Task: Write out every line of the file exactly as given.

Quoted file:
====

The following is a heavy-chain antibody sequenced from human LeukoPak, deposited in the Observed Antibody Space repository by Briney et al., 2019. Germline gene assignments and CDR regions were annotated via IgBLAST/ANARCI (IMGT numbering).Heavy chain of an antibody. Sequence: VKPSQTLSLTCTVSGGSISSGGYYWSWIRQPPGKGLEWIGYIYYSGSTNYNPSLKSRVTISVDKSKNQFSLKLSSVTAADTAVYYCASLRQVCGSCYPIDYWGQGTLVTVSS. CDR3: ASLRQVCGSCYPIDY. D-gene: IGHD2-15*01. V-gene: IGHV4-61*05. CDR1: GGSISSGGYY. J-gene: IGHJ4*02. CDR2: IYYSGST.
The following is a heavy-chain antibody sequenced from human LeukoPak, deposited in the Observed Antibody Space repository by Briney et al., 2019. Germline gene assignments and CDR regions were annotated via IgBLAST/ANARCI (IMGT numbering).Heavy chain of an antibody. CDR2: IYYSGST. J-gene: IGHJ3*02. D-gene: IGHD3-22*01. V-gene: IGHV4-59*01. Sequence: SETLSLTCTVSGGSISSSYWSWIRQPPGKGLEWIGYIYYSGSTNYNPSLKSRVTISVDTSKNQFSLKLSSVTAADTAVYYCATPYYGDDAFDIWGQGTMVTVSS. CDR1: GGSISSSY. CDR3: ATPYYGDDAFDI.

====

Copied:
The following is a heavy-chain antibody sequenced from human LeukoPak, deposited in the Observed Antibody Space repository by Briney et al., 2019. Germline gene assignments and CDR regions were annotated via IgBLAST/ANARCI (IMGT numbering).Heavy chain of an antibody. Sequence: VKPSQTLSLTCTVSGGSISSGGYYWSWIRQPPGKGLEWIGYIYYSGSTNYNPSLKSRVTISVDKSKNQFSLKLSSVTAADTAVYYCASLRQVCGSCYPIDYWGQGTLVTVSS. CDR3: ASLRQVCGSCYPIDY. D-gene: IGHD2-15*01. V-gene: IGHV4-61*05. CDR1: GGSISSGGYY. J-gene: IGHJ4*02. CDR2: IYYSGST.
The following is a heavy-chain antibody sequenced from human LeukoPak, deposited in the Observed Antibody Space repository by Briney et al., 2019. Germline gene assignments and CDR regions were annotated via IgBLAST/ANARCI (IMGT numbering).Heavy chain of an antibody. CDR2: IYYSGST. J-gene: IGHJ3*02. D-gene: IGHD3-22*01. V-gene: IGHV4-59*01. Sequence: SETLSLTCTVSGGSISSSYWSWIRQPPGKGLEWIGYIYYSGSTNYNPSLKSRVTISVDTSKNQFSLKLSSVTAADTAVYYCATPYYGDDAFDIWGQGTMVTVSS. CDR1: GGSISSSY. CDR3: ATPYYGDDAFDI.